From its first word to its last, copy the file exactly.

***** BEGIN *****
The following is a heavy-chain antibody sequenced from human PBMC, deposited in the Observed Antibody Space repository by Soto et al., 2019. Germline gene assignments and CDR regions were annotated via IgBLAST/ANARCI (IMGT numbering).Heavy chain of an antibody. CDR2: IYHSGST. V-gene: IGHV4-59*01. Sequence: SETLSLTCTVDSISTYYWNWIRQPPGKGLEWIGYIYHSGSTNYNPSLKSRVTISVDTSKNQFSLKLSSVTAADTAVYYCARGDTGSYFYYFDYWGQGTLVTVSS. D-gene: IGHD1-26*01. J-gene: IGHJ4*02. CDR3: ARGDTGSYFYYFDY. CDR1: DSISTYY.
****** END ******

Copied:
The following is a heavy-chain antibody sequenced from human PBMC, deposited in the Observed Antibody Space repository by Soto et al., 2019. Germline gene assignments and CDR regions were annotated via IgBLAST/ANARCI (IMGT numbering).Heavy chain of an antibody. CDR2: IYHSGST. V-gene: IGHV4-59*01. Sequence: SETLSLTCTVDSISTYYWNWIRQPPGKGLEWIGYIYHSGSTNYNPSLKSRVTISVDTSKNQFSLKLSSVTAADTAVYYCARGDTGSYFYYFDYWGQGTLVTVSS. D-gene: IGHD1-26*01. J-gene: IGHJ4*02. CDR3: ARGDTGSYFYYFDY. CDR1: DSISTYY.